I have been a fan of TED Talks for some time, and often find myself watching a video or two for some inspiration or enlightenment. For those of you who are unfamiliar with TED, it is a non-profit organisation that started out in the early ’80s with the goal of spreading ideas around the three worlds of Technology, Entertainment, and Design. Amongst other things, TED holds an annual conference where guest speakers address an audience on a variety of thought provoking topics.
In our busy lives we often don’t take enough time to sit back, take stock, and consider different things in the world around us. With TED you get exposed to some really smart ideas from really smart people.
Earlier this week I stumbled across a talk from Jonathan Zittrain, a social theorist who argues that in the increasingly modern and self-absorbed, materialistic world we live in, the Internet provides a platform for random acts of kindness between people.
It got me thinking about using technology for the greater good, and inspired me to seek out some other examples where organisations and individuals are using the web – not to make money, but to help people.
Yes this is a “feel-good” blog post. Are you feeling all warm and fuzzy yet?
Peace on Facebook
This initiative from Facebook helps to promote world peace by showing how the social networking site connects people and allows people to share their ideas thoughts and beliefs with others. There is a powerful little graph that shows Facebook friend connections created each day between people of different countries, religions, and political affiliations. It shows that despite tensions or conflict that may exist in the world, there are people who bridge the divide, and become friends with people on the opposing side. It’s a powerful, and rather inspiring story.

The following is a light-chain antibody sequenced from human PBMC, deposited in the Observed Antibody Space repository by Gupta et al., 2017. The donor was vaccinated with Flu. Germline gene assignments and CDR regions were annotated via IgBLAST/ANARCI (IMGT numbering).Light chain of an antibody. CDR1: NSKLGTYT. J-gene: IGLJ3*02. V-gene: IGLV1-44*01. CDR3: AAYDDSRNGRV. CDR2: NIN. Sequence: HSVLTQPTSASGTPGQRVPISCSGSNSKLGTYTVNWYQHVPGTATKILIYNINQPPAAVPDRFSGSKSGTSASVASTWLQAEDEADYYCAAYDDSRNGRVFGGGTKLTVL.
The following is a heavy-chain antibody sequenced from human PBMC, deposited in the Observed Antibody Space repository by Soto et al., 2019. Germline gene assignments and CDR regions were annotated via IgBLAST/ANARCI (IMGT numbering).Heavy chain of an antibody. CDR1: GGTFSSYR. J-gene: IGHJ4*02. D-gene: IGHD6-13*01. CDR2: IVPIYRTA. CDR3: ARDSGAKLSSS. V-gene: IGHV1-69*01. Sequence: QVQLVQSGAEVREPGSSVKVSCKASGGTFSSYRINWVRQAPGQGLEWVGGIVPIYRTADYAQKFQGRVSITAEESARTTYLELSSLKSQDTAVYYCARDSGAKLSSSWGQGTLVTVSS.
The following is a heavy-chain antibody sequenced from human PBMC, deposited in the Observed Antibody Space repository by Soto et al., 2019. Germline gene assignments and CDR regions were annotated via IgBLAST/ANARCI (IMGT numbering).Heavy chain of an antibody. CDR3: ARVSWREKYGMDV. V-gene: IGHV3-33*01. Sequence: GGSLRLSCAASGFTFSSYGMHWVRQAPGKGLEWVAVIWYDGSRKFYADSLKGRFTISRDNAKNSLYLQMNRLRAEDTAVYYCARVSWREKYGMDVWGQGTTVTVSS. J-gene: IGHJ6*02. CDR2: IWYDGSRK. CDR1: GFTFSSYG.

Other initiatives on facebook include Facebook for Good – a page were people can post stories of how facebook has helped people “give back to their communities, effect change or connect with someone important to them.” Including the heart-felt story Bob the cat who had been missing for two years but was reunited with his owners when they were contacted through facebook after posting a message about his disappearance.
Google commit 1% of the company’s “equity and profits in some form, as well as employee time, to address some of the world’s most urgent problems”. Given they make a lot of money, then this is a significant amount. The funds are managed by Google.org who spends it on interesting projects like Flu Trends which maps the intensity of flu outbreaks globally by monitoring what search terms people are plugging into google.
Google also channels funds to climate change initiatives such as the Google PowerMeter that helps people monitor their electricity usage online.
There are countless stories of how the Twitter community has turned to the social networking platform for help in finding missing children, saving a man from Egyptian justice, helping a woman having a seizure, and my favourite – helping Guy Sebastian find his lost guitar. Although I can’t help but wonder if he never found his guitar then that would be a good thing?
As you can see, despite the increasing perception that society is becoming more self-centerd and narcissistic, with the help of the Internet, there are some people, and even some corporate organisations out there who are genuinely helping others (and the odd missing cat) through random acts of kindness. They don’t have to do it, but they do it anyway. So this post is dedicated to all those people who help make the world a better place. Happy Friday.